Connecting wellbeing and energy efficiency

As a home's energy increases what else is possible? 

What’s up

Designing homes for energy efficiency, so they need less energy to heat and cool, is a great way to reduce residents’ living costs. It means lower power bills, and it also means lower emissions. But according to recent research, the positive impacts of thoughtful, energy efficient design go far beyond a power bill.

What’s down

While amazing developments are popping up across Australia where architects and developers are focusing on sustainable design and utilising our natural resources in efficient ways, not all of us have the funds to take advantage of many great energy efficiency opportunities. And while costs can level out over time, the initial investment isn’t at everyone’s fingertips.

Drumroll please

The Department of Health and Human Services provides housing for over 60,000 people on low incomes, as part of Victoria’s social housing supply. And in 2016, they completed a study with RMIT University looking at how investing in sustainable design for social housing type accommodation could benefit residents.

Though the study was relatively small, the results were big: They built four ‘catalyst’ houses, utilising a number of sustainable housing principles - and achieved an 8.9-star NatHERS rating. This included designing the house to take optimal advantage of sunshine, allowing for ventilation, and utilising glazing and insulation to ensure residents could stay cool in summer and warm in winter, with minimal heating and cooling. The houses also had access to rainwater tanks, their own solar panels and a solar hot water system.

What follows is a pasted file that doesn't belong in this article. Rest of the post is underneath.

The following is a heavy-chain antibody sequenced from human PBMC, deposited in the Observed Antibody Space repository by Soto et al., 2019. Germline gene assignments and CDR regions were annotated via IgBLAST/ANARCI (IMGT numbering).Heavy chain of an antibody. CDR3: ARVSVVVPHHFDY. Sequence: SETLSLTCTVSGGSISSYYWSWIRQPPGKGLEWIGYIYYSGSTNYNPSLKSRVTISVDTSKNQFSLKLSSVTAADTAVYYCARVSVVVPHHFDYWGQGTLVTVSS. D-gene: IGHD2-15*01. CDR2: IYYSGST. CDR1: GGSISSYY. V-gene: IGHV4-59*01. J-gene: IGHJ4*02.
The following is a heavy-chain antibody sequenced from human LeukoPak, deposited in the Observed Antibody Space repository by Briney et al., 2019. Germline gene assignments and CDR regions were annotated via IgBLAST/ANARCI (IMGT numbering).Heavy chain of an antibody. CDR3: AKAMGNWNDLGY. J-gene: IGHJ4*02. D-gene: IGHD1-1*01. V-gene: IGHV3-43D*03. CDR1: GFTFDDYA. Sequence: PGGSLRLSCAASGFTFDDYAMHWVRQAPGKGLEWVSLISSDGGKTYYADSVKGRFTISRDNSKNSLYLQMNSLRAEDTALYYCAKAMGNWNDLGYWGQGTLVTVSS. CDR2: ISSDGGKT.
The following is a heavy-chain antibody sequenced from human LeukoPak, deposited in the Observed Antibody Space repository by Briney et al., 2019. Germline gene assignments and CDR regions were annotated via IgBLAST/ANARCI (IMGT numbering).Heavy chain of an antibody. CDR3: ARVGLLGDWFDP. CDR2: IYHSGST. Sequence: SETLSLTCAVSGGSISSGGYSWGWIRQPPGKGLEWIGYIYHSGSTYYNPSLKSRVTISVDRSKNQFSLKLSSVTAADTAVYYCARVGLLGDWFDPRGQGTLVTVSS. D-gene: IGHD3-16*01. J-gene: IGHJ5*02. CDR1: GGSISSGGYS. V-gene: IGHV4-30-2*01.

As it turns out, the results were extraordinary. Saving money on electricity was just the tip of the iceberg. Residents also reported a greater sense of security and safety, and their health and comfort levels had increased. One resident was able to come off income support and experienced an overall improvement in life satisfaction and wellbeing.

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